Casablanca - Michael Curtiz - globe - opening

The French comedy The Dinner Game opens with a boomerang flying through the air. It introduces an eccentric character who’s obsessed with boomerangs, setting the stage for more eccentricities to come… but a boomerang also summarizes the whole movie. What we do to others comes back to us, just like a boomerang. It’s an exceedingly simple but instructive example of how a film’s opening encapsulates what it’s all about.

Casablanca opens with a globe spinning, and the movie is correspondingly about global affairs at a time of crisis, but the rotating Earth is also an image of days moving forward. As it happens, Casablanca is also about time. Its signature song “As Time Goes By” is one of many allusions to passing time, and the famous line “We’ll always have Paris” expresses an important insight about how we can look at time differently.

The relevant clue may be anywhere in the opening… possibly in the titles or right after. We might not see it until we look back, but if we want to understand a film then our job is to memorize its opening and ask ourselves what it says about the whole story.

5. Reverse engineer the ending

Knife in the Water - Nóz w wodzie - Roman Polanski - ending - car - crossroads

Knife in the Water leaves the viewer hanging at the end. After a boating excursion the couple drives to a crossroads and simply stops there until the film runs out. The husband must decide whether to go home or to the police. For a casual viewer the only question is where he’ll go next, but surely the movie has better things to do than to throw a riddle at us. We can appreciate the complexity of his dilemma, but if we reconstruct how the couple came to that situation then the whole movie shifts emphasis, making it a story about the weakness of masculinity.

A well made ending should tell us about the movie’s purpose, because everything else has been reaching for that particular moment. If we can figure out why the movie finishes that way and how it got there, we should be able to answer the most important questions about the film.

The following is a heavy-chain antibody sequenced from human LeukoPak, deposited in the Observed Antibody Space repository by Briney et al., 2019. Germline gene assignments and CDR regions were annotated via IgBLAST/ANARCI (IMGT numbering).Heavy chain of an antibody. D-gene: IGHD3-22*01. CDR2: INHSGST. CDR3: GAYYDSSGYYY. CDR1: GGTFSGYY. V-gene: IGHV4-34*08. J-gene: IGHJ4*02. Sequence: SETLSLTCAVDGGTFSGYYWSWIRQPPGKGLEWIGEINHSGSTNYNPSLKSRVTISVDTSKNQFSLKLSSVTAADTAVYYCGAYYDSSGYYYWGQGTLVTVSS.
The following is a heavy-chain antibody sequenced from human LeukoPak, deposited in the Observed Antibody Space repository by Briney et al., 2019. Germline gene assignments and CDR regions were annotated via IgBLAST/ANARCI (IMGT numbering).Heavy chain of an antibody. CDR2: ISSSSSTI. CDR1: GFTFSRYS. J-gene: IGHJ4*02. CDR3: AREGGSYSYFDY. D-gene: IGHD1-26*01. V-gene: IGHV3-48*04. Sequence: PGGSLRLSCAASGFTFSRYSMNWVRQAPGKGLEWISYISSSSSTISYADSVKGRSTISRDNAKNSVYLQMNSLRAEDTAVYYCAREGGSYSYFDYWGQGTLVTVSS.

As with most of Antonioni’s endings, nothing about the final scene of La notte follows deterministically from the plot. Everything raises questions that tie back to earlier scenes. The horizontal pan connects to the descent down the skyscraper. Lidia reveals her secret thought from the nightclub, making the couple’s whole relationship freshly ambiguous. Giovanni’s old letter to his sleeping wife adds a new layer to the film’s view of time. The sand trap completes and confirms a series of allusions to La dolce vita, which ends at a beach. The two trees do at least three things: they echo an earlier shot at the party; they recall Valentina’s philosophical tape recording; and they guide us to look at the couple with the same paradoxical mix of matter-of-factness and wonder that typically defines our view of nature. In short, the ending helps us to look back at the whole film differently. It can be difficult to see all of this unless we’ve reserved judgment for the past two hours.

6. Get inside the skin of the characters

The 39 Steps - Alfred Hitchcock - Wylie Watson - Mr. Memory - Palladium - climax

Hitchcock’s film The 39 Steps climaxes on a character named Mr. Memory, a savant who has memorized so many facts that he can unfailingly answer random questions before a theater audience. Mr. Memory has been recruited by a foreign agent to smuggle military secrets out of England, but at the key moment he betrays his employers, spilling their secrets. The plot requires him to switch sides in a flash, and if we watch casually it might seem too convenient. Would he really do that? Mr. Memory only makes two brief appearances, so we don’t know a lot about him. Hitchcock’s genius is that we’re given enough to say that, yes, someone in his position would speak the truth. His whole sense of pride depends on it, and in spite of everything he’s done, we can believe that he would rediscover a loyalty to his native country.

In A Letter to Three Wives there’s a character named Addie Ross whose screen time is even less than Mr. Memory’s. We only see the side of her body for two brief moments, yet she drives the plot, and the movie’s point depends on our figuring out her motive. The problem is that her motive doesn’t seem to be a mystery. She’s run off with one of the wives’ husbands, and the movie gives us plenty of obvious possible reasons – none of which is correct. Most viewers probably overlook her real motive and miss the movie’s point, but that’s not the movie’s fault. If we train ourselves to enter the mind of a character, even someone as unlike ourselves as Mr. Memory or Addie Ross, we’ll find so much more to appreciate.

Getting inside a character is not the same as identifying with that character. In fact it’s more the opposite. Passive identification is a bad habit that interferes with active empathy and observation. Viewers who identify too much with the protagonist of Brief Encounter will likely fail to see her faults and will miss what’s going on with the two male leads. Looking at the story through each character’s point of view simultaneously, it becomes altogether unlike the romance that so many people take it for.